Iran’s highest authority lashed out against Israel on Friday with some of his harshest comments in recent memory about the Jewish state.
Supreme leader Ali Khamenei, the black-turbaned ayatollah who is Iran’s top political and military figure, said his country’s hostility to Israel extended beyond the government to the Israeli people as well. In doing so, he brushed aside recent overtures by top Iranian officials to ordinary people in the Jewish state.
Khamenei said Iran and Israel were on a “collision course,” a statement that could increase tensions in a Middle East already fearful of a conflict between the countries.
“Who are Israelis?” Khamenei told thousands of worshippers gathered for Friday prayers in downtown Tehran. “They are responsible for usurping houses, territory, farmlands and businesses. They are combatants at the disposal of Zionist operatives. A Muslim nation cannot remain indifferent vis-a-vis such people who are stooges at the service of the arch-foes of the Muslim world.”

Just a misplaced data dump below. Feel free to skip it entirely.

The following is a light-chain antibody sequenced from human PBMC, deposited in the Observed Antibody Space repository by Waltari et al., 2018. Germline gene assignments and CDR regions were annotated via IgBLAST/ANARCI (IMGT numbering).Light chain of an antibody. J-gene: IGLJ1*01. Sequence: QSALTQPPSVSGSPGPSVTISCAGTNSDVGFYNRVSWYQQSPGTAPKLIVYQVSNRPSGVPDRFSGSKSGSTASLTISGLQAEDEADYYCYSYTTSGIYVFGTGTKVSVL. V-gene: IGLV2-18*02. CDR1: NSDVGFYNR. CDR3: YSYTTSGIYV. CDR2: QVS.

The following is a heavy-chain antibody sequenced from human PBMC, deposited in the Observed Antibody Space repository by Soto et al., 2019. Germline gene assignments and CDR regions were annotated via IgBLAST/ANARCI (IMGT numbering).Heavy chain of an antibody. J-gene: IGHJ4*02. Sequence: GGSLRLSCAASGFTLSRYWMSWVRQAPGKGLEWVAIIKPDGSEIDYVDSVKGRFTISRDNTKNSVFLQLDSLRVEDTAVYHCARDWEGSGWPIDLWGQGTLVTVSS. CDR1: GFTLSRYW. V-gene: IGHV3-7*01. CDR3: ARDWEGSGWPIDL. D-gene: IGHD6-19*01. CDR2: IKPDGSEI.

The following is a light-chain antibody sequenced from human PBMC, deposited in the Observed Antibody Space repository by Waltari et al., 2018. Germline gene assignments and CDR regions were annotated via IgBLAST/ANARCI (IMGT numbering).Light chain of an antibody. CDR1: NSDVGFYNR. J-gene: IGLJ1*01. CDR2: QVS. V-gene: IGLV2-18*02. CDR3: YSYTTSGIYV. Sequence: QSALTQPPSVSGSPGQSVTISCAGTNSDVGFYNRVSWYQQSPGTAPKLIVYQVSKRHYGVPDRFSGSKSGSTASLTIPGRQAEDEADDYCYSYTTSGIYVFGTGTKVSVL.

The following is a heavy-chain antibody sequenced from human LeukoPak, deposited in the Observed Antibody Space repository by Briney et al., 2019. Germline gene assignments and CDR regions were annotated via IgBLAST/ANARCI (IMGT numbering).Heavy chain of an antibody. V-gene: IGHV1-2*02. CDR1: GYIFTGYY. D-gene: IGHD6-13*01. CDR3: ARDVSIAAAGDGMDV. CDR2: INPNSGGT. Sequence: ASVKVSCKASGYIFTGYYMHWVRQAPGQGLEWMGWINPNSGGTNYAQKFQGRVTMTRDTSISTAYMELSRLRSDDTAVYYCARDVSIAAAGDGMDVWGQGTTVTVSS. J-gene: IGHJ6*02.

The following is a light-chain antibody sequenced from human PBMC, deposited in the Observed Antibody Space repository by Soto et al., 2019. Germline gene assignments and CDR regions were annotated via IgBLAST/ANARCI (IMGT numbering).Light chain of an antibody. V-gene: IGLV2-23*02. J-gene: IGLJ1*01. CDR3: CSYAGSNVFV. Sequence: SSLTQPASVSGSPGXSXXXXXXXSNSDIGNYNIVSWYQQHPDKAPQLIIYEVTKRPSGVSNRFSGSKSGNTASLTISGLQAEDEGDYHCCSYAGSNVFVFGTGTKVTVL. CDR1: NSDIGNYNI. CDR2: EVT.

Iran and Israel are locked in a war of words. Israel accuses Iran of seeking nuclear weapons under the guise of a peaceful energy program and supporting anti-Israeli militant groups in Lebanon and the Palestinian territories. Iran’s leaders repeatedly have called for the destruction of the Jewish state, which they consider a Western colonial outpost.
Human rights monitors deported
A leading Human Rights Watch monitor who was abruptly put on the first plane leaving Venezuela early Friday said his expulsion shows the intolerance of President Hugo Chavez’s government to criticism.
Jose Miguel Vivanco, the rights group’s longtime Americas director, told the Associated Press in Sao Paulo, Brazil, that “we were forcibly expelled from the country as if we were criminals.”
“This the first time that this has happened to us in the hemisphere,” said an exhausted Vivanco after arriving in Brazil with his deputy director Daniel Wilkinson, an American.
Both were expelled for what Chavez’s government called “illegally meddling in the internal affairs” of Venezuela.
The two were forced onto the first flight out just hours after presenting a report by their New York-based group concluding that “discrimination on political grounds has been a defining feature” of the Chavez presidency.